AMT 1/48 P-70

KIT #: 8646
PRICE:  €25
DECALS: Two options
REVIEWER: Spiros Pendedekas


In October 1940, the USAAC felt a need for long-range fighters more than attack bombers. As a result, sixty of the production run of A-20s were converted to P-70 night fighters, all delivered by September 1942. They were equipped with SCR-540 radar (a copy of the British AI Mk IV), the glazed nose often being painted black to reduce glare and hide the details of the radar set, and had four 20 mm (.79 in) forward-firing cannon, each provided with 120 rounds, in a tray in the lower part of the bomb bay, while the upper part held an additional fuel tank with a capacity of 250 US gallons.

In 1943, between June and October, 13 A-20Cs and 51 A-20Gs were converted to P-70A. Differences were to be found in the armament, with the 20mm cannon package replaced by an A-20G gun nose with six .50 caliber guns installed, the SCR-540 radar installation being carried in the bomb bay with the vertical-plane, twin-dipole "arrowhead" transceiver antenna protruding between the nose guns.

Further P-70 variants were produced from A-20G and J variants. The singular airframe P-70B-1 (converted from an A-20G) and subsequent P-70B-2s (converted from A-20Gs and Js) had American centimetric radar (SCR-720 or SCR-729) fitted. The P-70s and P-70As saw combat only in the Pacific during World War II and only with the USAAF. The P-70B-1 and P-70B-2 aircraft never saw combat but served as night fighter aircrew trainers in the US in Florida and later in California. All P-70s were retired from service by 1945.

Though a stop-gap measure having its possible shortfalls and rushed into service till more dedicated types would emerge, the P-70 was nevertheless a tough, dependable aircraft which not only provided valuable training to the “soon to become'' night fighter crews, but was present when little else was available.


Introduced in 1994, this was the night fighter version of the AMT quarter scale “A20” family, which, apart from the P-70, included the A-20B/C introduced at the same time, the A-20G in 1996 and finally the A-20J in 1998, then reboxed by Italeri (with a one-off G/J rebox by Revell too). Together with their 1/48 Tigercats and Warhawks, those kits were somehow representatives of what looked like AMT’s ‘golden age”, making quite an impact on the modeling world.

The kit comes in a not that strong top-opening box, with a very attractive box art, portraying the famous P-70 “Dusty” getting away from an Aichi Jake in flames, the latter presumably having been hit by "Dusty" . The portrayed engine cowlings and solid nose, as nice as they look, are wrongly depicted for “Dusty”, at least regarding the pictorial evidence available: cowlings should feature the individual mini exhausts, whereas the nose should exhibit the “painted framing” looks. Interestingly, the correct cowlings and nose are provided in the kit! The 2013 Italeri P-70 reissue features a box art that is accurate regarding the above aspects.

This kit is essentially the same as the AMT/Italeri A-20G, with some extra parts to account for the night fighter version (ventral gondola, “solid” nose and antennas). Upon opening the box, you are greeted with 8 light gray sprues, containing all parts, with the two fuselage halves provided separately. There is some flash here and there, easy to clean up. External details look sufficient and panel lines are very nicely engraved. Whereas cockpit detail is good, looking acceptable even out of the box, the same is not true for the radar operator’s compartment, with instructions wanting you to assemble it per the gun version by attaching the gunner’s seat and gun, which is wrong: at least a radar console and a proper (lower) seat were expected there (the newer Italeri instructions take a “sideway’ there by wanting you to partially modify the gun base and delete the gun, but no “consoles”  or a more proper seat are provided whatsoever).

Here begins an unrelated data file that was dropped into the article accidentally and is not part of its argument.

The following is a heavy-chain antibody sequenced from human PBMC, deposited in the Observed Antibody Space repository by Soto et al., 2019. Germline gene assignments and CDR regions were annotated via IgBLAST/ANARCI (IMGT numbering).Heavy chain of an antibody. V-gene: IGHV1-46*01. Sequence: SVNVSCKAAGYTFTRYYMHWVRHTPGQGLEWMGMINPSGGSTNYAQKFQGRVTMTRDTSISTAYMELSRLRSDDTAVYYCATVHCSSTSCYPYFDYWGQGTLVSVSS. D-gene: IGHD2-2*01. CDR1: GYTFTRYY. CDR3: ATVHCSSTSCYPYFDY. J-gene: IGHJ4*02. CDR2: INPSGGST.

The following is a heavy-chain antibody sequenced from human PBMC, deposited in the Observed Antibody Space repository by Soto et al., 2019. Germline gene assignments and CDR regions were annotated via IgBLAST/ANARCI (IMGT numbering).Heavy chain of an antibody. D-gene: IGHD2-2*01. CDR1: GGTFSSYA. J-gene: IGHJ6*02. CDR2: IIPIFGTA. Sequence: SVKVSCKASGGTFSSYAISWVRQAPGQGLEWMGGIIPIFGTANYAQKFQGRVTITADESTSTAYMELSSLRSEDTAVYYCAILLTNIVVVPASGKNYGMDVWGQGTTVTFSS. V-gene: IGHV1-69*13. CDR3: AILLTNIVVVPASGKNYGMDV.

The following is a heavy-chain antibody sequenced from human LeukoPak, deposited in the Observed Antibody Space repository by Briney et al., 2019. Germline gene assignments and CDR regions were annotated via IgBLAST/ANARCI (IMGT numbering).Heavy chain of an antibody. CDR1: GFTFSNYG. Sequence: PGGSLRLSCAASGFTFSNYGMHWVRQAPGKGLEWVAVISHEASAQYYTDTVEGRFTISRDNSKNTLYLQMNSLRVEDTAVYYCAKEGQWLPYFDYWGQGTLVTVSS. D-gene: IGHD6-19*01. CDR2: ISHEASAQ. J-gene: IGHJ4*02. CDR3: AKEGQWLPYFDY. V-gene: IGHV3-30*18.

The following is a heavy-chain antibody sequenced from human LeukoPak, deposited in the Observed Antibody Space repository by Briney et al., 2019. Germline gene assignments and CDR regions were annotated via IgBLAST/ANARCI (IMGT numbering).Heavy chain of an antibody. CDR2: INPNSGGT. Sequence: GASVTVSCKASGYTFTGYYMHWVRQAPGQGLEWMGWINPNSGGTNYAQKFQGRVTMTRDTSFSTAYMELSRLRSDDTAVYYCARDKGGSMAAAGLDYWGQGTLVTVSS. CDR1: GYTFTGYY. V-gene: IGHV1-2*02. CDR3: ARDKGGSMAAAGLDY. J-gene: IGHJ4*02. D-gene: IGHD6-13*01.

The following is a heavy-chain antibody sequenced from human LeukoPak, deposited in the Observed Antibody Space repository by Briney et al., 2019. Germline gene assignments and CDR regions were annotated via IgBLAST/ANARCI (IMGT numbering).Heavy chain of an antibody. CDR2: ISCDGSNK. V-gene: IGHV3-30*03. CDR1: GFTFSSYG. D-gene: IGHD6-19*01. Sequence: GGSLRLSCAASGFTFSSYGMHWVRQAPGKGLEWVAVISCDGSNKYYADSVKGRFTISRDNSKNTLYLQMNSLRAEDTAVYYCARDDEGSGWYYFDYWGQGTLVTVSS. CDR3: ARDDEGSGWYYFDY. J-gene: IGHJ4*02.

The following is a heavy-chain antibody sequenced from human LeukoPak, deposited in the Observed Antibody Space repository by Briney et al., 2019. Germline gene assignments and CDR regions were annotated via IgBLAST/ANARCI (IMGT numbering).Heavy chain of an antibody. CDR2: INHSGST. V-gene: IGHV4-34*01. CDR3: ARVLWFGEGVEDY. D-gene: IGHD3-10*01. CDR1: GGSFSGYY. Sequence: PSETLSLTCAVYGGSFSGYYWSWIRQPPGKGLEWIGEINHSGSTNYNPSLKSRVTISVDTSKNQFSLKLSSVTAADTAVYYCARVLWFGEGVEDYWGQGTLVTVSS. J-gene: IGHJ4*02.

Engines, though very nicely molded, cry for a wiring harness, a prominent feature of the R-2600 engine. The one piece props look nice too. Landing gear is very well detailed, with brake lines molded at the MLG struts. The wheels have good looking rims and are realistically “weighted”, but the main tires' diamond pattern is overdone. Wheel well detail is good for the nose bay, but towards the plain side for the “semi boxed” main ones. A specific for the night fighter version suite of antennas  is provided, though a few more seem to (at cases) have been fitted in the real planes.

Transparencies are clear, but on the thick side (which might not be too bad for the radar operator’s compartment, as you will not have to do too much extra work to busy it up!), with their framing well defined but tad broader than in reality. Instructions come in a big, newspaper style double sided leaf. They are mostly  clearly written and followable, but a couple of “gray areas” were spotted, mainly regarding the “wrong” single exhaust engine cowlings and the antennas locations which are not the same at both versions. Two decal options are provided, with one of them being the famous “Dusty” (and is the one most will choose, in order to add some extra decoration to the otherwise all black model), the other being a contemporary one. Decals seemed well printed and looked usable after 25 years (more on that later). An omission seems to be the absence of the red “WALK” lines on the top wing area, but it is not sure if all P-70s carried them, especially when operating overseas.